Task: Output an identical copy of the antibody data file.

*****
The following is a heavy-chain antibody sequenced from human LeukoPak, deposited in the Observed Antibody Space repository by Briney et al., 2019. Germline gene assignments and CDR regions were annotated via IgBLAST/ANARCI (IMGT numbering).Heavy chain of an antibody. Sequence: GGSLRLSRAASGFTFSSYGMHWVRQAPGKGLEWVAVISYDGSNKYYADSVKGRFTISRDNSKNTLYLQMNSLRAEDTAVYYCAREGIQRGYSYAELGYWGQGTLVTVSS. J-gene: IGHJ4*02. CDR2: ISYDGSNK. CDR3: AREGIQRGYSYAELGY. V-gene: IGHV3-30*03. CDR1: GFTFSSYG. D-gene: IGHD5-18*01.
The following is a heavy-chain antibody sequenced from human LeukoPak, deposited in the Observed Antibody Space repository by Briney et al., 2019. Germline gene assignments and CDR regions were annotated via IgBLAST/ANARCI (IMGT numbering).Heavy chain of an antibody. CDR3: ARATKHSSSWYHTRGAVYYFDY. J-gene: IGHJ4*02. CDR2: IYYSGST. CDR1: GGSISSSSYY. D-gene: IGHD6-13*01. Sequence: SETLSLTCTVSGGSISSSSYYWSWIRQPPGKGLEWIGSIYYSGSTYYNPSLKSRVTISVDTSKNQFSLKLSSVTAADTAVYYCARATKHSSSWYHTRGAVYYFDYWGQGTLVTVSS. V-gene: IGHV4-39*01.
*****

The following is a heavy-chain antibody sequenced from human LeukoPak, deposited in the Observed Antibody Space repository by Briney et al., 2019. Germline gene assignments and CDR regions were annotated via IgBLAST/ANARCI (IMGT numbering).Heavy chain of an antibody. Sequence: GGSLRLSRAASGFTFSSYGMHWVRQAPGKGLEWVAVISYDGSNKYYADSVKGRFTISRDNSKNTLYLQMNSLRAEDTAVYYCAREGIQRGYSYAELGYWGQGTLVTVSS. J-gene: IGHJ4*02. CDR2: ISYDGSNK. CDR3: AREGIQRGYSYAELGY. V-gene: IGHV3-30*03. CDR1: GFTFSSYG. D-gene: IGHD5-18*01.
The following is a heavy-chain antibody sequenced from human LeukoPak, deposited in the Observed Antibody Space repository by Briney et al., 2019. Germline gene assignments and CDR regions were annotated via IgBLAST/ANARCI (IMGT numbering).Heavy chain of an antibody. CDR3: ARATKHSSSWYHTRGAVYYFDY. J-gene: IGHJ4*02. CDR2: IYYSGST. CDR1: GGSISSSSYY. D-gene: IGHD6-13*01. Sequence: SETLSLTCTVSGGSISSSSYYWSWIRQPPGKGLEWIGSIYYSGSTYYNPSLKSRVTISVDTSKNQFSLKLSSVTAADTAVYYCARATKHSSSWYHTRGAVYYFDYWGQGTLVTVSS. V-gene: IGHV4-39*01.